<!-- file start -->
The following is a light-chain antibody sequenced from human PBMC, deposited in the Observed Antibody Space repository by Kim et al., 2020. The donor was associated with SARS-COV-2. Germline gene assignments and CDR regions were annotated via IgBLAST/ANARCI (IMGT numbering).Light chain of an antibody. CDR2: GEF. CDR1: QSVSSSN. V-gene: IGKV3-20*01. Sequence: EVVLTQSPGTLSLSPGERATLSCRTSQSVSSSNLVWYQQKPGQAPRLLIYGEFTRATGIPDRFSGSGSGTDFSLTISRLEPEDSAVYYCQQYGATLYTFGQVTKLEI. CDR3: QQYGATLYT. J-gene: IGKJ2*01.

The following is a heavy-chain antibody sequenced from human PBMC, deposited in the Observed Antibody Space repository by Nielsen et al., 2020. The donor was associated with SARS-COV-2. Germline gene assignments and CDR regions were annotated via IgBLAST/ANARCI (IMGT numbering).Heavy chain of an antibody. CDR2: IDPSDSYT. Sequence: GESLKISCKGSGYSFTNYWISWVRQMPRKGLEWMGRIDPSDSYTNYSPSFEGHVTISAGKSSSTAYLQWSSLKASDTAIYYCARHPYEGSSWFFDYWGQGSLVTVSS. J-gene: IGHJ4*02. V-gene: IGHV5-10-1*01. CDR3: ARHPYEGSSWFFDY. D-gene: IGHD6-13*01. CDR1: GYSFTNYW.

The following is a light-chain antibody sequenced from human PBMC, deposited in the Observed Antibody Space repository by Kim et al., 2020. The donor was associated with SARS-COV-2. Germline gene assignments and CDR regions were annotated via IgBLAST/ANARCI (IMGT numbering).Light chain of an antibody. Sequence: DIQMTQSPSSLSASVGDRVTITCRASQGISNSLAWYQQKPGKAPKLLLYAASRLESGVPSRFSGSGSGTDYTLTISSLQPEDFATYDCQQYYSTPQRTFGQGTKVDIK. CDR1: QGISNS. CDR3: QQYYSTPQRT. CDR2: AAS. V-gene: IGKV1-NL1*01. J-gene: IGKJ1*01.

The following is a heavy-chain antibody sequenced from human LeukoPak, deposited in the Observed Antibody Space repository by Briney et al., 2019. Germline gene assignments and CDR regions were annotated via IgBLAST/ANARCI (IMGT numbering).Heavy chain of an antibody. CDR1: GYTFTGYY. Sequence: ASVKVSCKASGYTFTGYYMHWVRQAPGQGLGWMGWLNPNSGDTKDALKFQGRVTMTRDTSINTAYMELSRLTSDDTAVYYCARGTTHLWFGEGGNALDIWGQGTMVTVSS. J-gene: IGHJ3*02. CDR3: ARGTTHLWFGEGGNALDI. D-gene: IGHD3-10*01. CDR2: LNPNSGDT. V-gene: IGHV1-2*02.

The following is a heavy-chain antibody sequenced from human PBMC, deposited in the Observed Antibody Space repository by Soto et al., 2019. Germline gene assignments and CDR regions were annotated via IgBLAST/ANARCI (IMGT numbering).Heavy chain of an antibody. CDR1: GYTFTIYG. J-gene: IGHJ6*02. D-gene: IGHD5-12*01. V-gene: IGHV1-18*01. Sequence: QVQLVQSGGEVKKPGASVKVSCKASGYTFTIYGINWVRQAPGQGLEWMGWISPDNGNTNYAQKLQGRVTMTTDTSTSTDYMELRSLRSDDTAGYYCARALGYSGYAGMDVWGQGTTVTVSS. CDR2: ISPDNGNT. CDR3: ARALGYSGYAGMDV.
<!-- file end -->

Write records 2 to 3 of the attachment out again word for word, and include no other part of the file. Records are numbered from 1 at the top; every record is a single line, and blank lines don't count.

The following is a heavy-chain antibody sequenced from human PBMC, deposited in the Observed Antibody Space repository by Nielsen et al., 2020. The donor was associated with SARS-COV-2. Germline gene assignments and CDR regions were annotated via IgBLAST/ANARCI (IMGT numbering).Heavy chain of an antibody. CDR2: IDPSDSYT. Sequence: GESLKISCKGSGYSFTNYWISWVRQMPRKGLEWMGRIDPSDSYTNYSPSFEGHVTISAGKSSSTAYLQWSSLKASDTAIYYCARHPYEGSSWFFDYWGQGSLVTVSS. J-gene: IGHJ4*02. V-gene: IGHV5-10-1*01. CDR3: ARHPYEGSSWFFDY. D-gene: IGHD6-13*01. CDR1: GYSFTNYW.

The following is a light-chain antibody sequenced from human PBMC, deposited in the Observed Antibody Space repository by Kim et al., 2020. The donor was associated with SARS-COV-2. Germline gene assignments and CDR regions were annotated via IgBLAST/ANARCI (IMGT numbering).Light chain of an antibody. Sequence: DIQMTQSPSSLSASVGDRVTITCRASQGISNSLAWYQQKPGKAPKLLLYAASRLESGVPSRFSGSGSGTDYTLTISSLQPEDFATYDCQQYYSTPQRTFGQGTKVDIK. CDR1: QGISNS. CDR3: QQYYSTPQRT. CDR2: AAS. V-gene: IGKV1-NL1*01. J-gene: IGKJ1*01.